Food in England is a treasure-chest of marvellous, personally-researched and idiosyncratically-ordered recipes, old customs, ways of growing food, etc, and I consumed it at the rate of a page or two a night - slow reading, if you like. I’ve usually got a selection of books going at any time - a novel, a non-fiction, a spiritual readings book, and, the last year or so, a vintage Ladybird book - a four-course meal for bookworms!
Here’s a baker's dozen of fascinating tasters from the book which might tempt you to acquire a copy. The beautiful illustrations are by Miss Hartley herself (a fact I was unaware of until I finished the book and researched the author - among my jotted reading notes I find the indignant remark - ‘artist not credited!’).
- The history of white bread, and the pre-Reformation belief in the power of consecrated bread.
- Thumb bread ... the American word "piecing" for a snack taken in the hand, has been preserved since it left England with the Pilgrim Fathers. In Yorkshire they still speak of a "piece poke" for a dinner bag.
- Recipe for 18th century Coconut Bread and for Famine Bread (from Markham, ingredients including Sarrasins corne , or Saracen's Corn).
- Description, from sixteenth century journal, of a sea-voyage when the sailors came upon a fifty year old gibbet, used to hang mutineers, from which their cooper made drinking tankards for those "as would drink in them".
- Description of the Welsh pig: “... this old-fashioned, peaceable, capable, thrifty, neat little porker ... has been kept by every Welsh miner, quarryman, and farmer, for centuries.”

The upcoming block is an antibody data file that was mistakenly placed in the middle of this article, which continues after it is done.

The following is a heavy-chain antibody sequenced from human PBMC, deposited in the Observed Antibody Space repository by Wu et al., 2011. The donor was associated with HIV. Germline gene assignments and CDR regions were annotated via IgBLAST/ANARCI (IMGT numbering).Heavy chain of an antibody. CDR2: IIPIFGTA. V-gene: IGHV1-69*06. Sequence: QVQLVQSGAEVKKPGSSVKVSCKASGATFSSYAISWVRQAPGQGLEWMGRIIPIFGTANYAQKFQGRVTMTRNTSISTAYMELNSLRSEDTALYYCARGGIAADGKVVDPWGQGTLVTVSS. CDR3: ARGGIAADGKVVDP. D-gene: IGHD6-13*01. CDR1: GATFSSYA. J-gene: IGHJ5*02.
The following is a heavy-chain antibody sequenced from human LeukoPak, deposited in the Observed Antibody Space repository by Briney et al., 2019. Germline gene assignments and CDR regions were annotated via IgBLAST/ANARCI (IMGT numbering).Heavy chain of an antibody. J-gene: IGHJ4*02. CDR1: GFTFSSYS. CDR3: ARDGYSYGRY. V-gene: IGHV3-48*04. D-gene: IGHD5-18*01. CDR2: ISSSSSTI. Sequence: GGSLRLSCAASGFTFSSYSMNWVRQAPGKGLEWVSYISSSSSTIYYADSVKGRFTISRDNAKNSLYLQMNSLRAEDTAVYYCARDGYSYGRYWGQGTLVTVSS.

- Ox-rein for Clockmakers - the long testicle cord of the bull ... was hung from a hook with a heay weight to stretch it out. Its strong gut texture was used as pulleys in some sorts of grandfather clocks.
- The famine years of the Middle Ages - ‘To realise how desperate was the famine you must know the seasons as the starving peasants knew them - close and vital knowledge.’
- A recipe for Mediaeval Chewing-Gum (or chewing wax) using beeswax, honey, ginger and cinnamon
- The middle-class Victorian household 1800-1900 section includes mention of brisk exercise before breakfast, which brought to mind the old ladies I met when I was alumni officer at the boarding-school where Enid Blyton's daughters were educated. Girls in the 1920s and 1930s were required to run to the village and back (3 miles!) before breakfast every day.
- The Hafod, or summer farm in early times, common to all mountain countries (now no longer practised in Wales, sadly)
- The old Welsh dog power churn wheel ("It is no hardship, the dogs turn up their job as gladly as their fellows turn up for their job with the sheep").
- The Queen's Cheese recipe (1600), to be made between Michaelmas and Allhallowtide, and a huge cheese, nine feet in circumference, made in 1841 for Queen Victoria from one milking of 737 cows.
- Last but not least, for fellow diehard fans of Patrick O'Brian's Aubrey and Maturin novels - the recipe for soup squares, surely Dr Maturin's portable soup!
I look forward to foraging in second-hand bookshops for her other works - Life & Work of the People of England (6 volumes) sounds right up my street.
Link to clips from a BBC film made by Lucy Worsley: